• Let’s give grains the flick. Don’t look at me like that! I’m not some carb-fearing Atkins monster. Hear a brudda/sister out! The crux: we have not evolved to eat grains. They contain gut-irritating anti-nutrients that create inflammation, autoimmunity and absorption issues (holla at you, leaky gut). Once your gut is compromised, there is a cascade of internal awfulness – yes, that’s the medical term. They also bind to certain minerals and prevent us from absorbing them (eg. excess consumption of improperly prepared grains leading to zinc deficiency). Cultures that included grains in their traditional diets did so in a manner that saw much pain taken to negate the toxicity; soaking, fermenting, milling, grinding. Who has that kind of time? I’m certain that most people have a degree of intolerance to gluten and other grain-bound proteins, I for one ain’t taking my chances. Read this article if you want to be shamelessly converted!
  • Let’s heal our collective guts. If shit ain’t working in your bellows, not much else will follow. Most naturo-hippie-herbal types agree that all disease starts in the gut; I’m down with that assertion. This means avoiding intolerant foods that hurt our intestinal lining and pave the way for leaky gut – once proteins and food molecules are passing into the nether regions of your insides, autoimmunity (attacks on self – the body’s surveillance sees it as an antigen) reigns and inflammation results. Disease = inflammation. Instead, gut-healing and friendly foods such as bone broths, raw, fermented dairy (if you can tolerate), nourishing fats and a mix of raw and cooked veggies will patch that weathered intestinal quilt right up.
  • Let’s correct nutritional deficiencies without a squillion supplements. If you’re eating a high-quality, organic diet with a sturdy gut wall, you shouldn’t need to re-mortage your house to afford an array of monthly medications. I believe in herbs and a few well-placed nutritionals, however self-prescribing a plethora of artificial vitamins isn’t the way forward. Many are based on petroleum, scary lab concoctions and unnatural, synthetic compounds and offer us a license to neglect the true foundation of our health; diet and lifestyle.
  • Let’s exercise efficiently and not add to the stress tally. Moving your body should revitalise, build strength and reduce stress, not be a catabolic, depleting activity. Epic marathons of running, twice-daily gym visits and donut-burning spin-classes comprise my idea of a hellish time, and furthermore are perceived by the body as a stressor – counterproductive in the extreme. High-intensity, short-burst activity, weight & resistance training and invigorating outdoor action is super in my books. Enjoy it, do it regularly, get your feet in the sand, and don’t waste your time with dread-mill drudgery!
  • Let’s not ignore the basics; happiness, sleep, socializing, sun, fresh-air, movement and a little spot of wine. The final, crucial point. The hardest? Perhaps. But grab an occasional glass of red, set the dinner table with a rabble of friends, absorb some vitamin D and crack a big silly smile. That’s what it’s all about. Let’s grab life by the coconuts!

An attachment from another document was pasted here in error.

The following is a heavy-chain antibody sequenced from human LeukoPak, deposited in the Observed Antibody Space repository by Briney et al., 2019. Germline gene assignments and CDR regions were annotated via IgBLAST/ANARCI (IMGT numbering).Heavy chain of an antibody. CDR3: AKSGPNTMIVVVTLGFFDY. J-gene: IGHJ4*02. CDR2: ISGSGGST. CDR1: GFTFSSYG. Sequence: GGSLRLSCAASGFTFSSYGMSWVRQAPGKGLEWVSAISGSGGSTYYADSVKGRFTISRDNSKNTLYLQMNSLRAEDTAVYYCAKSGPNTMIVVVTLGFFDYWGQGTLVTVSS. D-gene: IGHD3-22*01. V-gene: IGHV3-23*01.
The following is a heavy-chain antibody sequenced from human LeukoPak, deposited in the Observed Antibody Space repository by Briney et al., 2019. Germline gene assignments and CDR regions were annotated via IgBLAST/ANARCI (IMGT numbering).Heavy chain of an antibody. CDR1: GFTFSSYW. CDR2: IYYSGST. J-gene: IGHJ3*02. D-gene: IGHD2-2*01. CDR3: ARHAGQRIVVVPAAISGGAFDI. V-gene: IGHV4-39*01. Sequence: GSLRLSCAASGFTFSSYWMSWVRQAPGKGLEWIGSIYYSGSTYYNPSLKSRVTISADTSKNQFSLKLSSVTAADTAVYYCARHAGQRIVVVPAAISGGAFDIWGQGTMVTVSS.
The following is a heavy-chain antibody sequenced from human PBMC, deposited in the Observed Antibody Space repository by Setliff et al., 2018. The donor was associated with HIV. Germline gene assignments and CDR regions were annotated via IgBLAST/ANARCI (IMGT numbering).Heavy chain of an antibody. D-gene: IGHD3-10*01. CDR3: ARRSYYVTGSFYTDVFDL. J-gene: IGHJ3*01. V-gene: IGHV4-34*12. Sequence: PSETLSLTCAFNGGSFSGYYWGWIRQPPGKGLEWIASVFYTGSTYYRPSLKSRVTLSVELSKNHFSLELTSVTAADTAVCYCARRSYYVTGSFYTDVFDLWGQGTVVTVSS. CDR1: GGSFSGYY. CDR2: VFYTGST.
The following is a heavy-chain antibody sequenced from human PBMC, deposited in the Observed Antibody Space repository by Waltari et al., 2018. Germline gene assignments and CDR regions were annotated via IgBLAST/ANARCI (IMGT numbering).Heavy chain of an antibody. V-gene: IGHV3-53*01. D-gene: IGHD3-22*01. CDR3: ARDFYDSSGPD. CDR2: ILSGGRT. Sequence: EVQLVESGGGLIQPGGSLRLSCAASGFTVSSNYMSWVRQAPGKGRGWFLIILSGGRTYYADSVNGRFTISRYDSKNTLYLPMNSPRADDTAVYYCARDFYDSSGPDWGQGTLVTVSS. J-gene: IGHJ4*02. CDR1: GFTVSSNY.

6 Comments leave one →
  1. January 14, 2012 12:31 pm

    I love this Catie! You’re always so funny! It’s cool to know how your diet has evolved and your health has improved so much! I too was a vegetarian many years ago (though I didn’t venture into veganism) for a few years, but If I hadn’t chosen that diet at the time (and began studying Naturopathy) I may have never found the diet that now works for me – a bit of diet exploring never goes astray as I’m sure you may agree. I of course agree with you on all points and I’m glad you found a diet that works so well for you!

  2. February 13, 2012 1:54 pm

    Ha! Finally read this page. Paleo hug.

  3. February 19, 2012 6:19 pm

    catie – you are hilarious and i concur with all of your points of view! my history is eerily similar to yours. i was vegan for a good while and thought i was the epitome of health… until i realized my hormones were totally out of whack, i felt hungry all.the.time. and i was thin but not strong despite hours of yoga each day and half marathon running. i’m not paleo now, because i’m trying just to be more moderate with my diet overall and not jump into another extreme lifestyle change (and perhaps i will eat like a normal person? it’s a novel concept) but i’ve learned a lot from the paleo literature i’ve read and have incorporated many of the guidelines into my current lifestyle – grain free, organic meats, low sugar (except for dark chocolate which i eat constantly) and… tada! i feel SO much better!! i wish you posted more because i love to read your thoughts.

    • Catie permalink*
      February 23, 2012 12:46 am

      Thanks Carly! I love your idea of coming back into balance slowly, mindfully, as opposed to jumping on another bale of dietary dogma. I can very much relate! Thanks for the words of encouragement! Will try to post more regularly soon…no promises, ha! All the best xx

  4. July 11, 2012 9:09 am

    Love, just love!

  5. Courtney Webb permalink
    July 26, 2012 8:57 am

    your awesome!